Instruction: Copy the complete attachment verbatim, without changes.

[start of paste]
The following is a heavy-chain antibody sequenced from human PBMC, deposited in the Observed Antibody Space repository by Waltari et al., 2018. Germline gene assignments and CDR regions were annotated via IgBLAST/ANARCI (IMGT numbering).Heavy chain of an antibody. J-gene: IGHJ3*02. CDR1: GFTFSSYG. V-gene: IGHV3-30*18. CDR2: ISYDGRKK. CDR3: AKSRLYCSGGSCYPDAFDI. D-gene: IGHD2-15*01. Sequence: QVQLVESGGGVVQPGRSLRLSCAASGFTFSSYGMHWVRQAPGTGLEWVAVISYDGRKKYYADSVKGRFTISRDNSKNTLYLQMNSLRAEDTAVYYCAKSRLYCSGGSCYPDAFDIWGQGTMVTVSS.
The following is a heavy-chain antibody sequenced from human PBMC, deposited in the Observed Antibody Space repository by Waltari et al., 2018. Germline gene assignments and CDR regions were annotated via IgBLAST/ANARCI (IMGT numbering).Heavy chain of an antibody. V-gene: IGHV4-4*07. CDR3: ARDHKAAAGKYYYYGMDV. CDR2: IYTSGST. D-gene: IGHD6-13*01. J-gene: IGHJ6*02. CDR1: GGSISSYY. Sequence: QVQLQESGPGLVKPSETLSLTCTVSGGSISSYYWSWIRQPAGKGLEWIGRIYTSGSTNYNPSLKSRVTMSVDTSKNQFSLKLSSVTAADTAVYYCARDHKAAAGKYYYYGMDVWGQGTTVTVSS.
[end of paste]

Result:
The following is a heavy-chain antibody sequenced from human PBMC, deposited in the Observed Antibody Space repository by Waltari et al., 2018. Germline gene assignments and CDR regions were annotated via IgBLAST/ANARCI (IMGT numbering).Heavy chain of an antibody. J-gene: IGHJ3*02. CDR1: GFTFSSYG. V-gene: IGHV3-30*18. CDR2: ISYDGRKK. CDR3: AKSRLYCSGGSCYPDAFDI. D-gene: IGHD2-15*01. Sequence: QVQLVESGGGVVQPGRSLRLSCAASGFTFSSYGMHWVRQAPGTGLEWVAVISYDGRKKYYADSVKGRFTISRDNSKNTLYLQMNSLRAEDTAVYYCAKSRLYCSGGSCYPDAFDIWGQGTMVTVSS.
The following is a heavy-chain antibody sequenced from human PBMC, deposited in the Observed Antibody Space repository by Waltari et al., 2018. Germline gene assignments and CDR regions were annotated via IgBLAST/ANARCI (IMGT numbering).Heavy chain of an antibody. V-gene: IGHV4-4*07. CDR3: ARDHKAAAGKYYYYGMDV. CDR2: IYTSGST. D-gene: IGHD6-13*01. J-gene: IGHJ6*02. CDR1: GGSISSYY. Sequence: QVQLQESGPGLVKPSETLSLTCTVSGGSISSYYWSWIRQPAGKGLEWIGRIYTSGSTNYNPSLKSRVTMSVDTSKNQFSLKLSSVTAADTAVYYCARDHKAAAGKYYYYGMDVWGQGTTVTVSS.